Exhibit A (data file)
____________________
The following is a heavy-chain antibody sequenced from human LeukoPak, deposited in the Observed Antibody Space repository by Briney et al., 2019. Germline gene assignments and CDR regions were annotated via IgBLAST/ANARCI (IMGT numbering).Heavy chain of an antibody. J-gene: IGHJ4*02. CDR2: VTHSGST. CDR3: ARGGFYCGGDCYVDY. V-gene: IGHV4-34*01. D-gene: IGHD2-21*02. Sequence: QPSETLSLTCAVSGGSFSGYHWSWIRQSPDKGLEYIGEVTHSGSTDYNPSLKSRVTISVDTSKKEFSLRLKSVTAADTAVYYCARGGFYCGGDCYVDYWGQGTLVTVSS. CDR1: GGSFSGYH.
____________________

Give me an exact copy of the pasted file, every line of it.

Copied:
The following is a heavy-chain antibody sequenced from human LeukoPak, deposited in the Observed Antibody Space repository by Briney et al., 2019. Germline gene assignments and CDR regions were annotated via IgBLAST/ANARCI (IMGT numbering).Heavy chain of an antibody. J-gene: IGHJ4*02. CDR2: VTHSGST. CDR3: ARGGFYCGGDCYVDY. V-gene: IGHV4-34*01. D-gene: IGHD2-21*02. Sequence: QPSETLSLTCAVSGGSFSGYHWSWIRQSPDKGLEYIGEVTHSGSTDYNPSLKSRVTISVDTSKKEFSLRLKSVTAADTAVYYCARGGFYCGGDCYVDYWGQGTLVTVSS. CDR1: GGSFSGYH.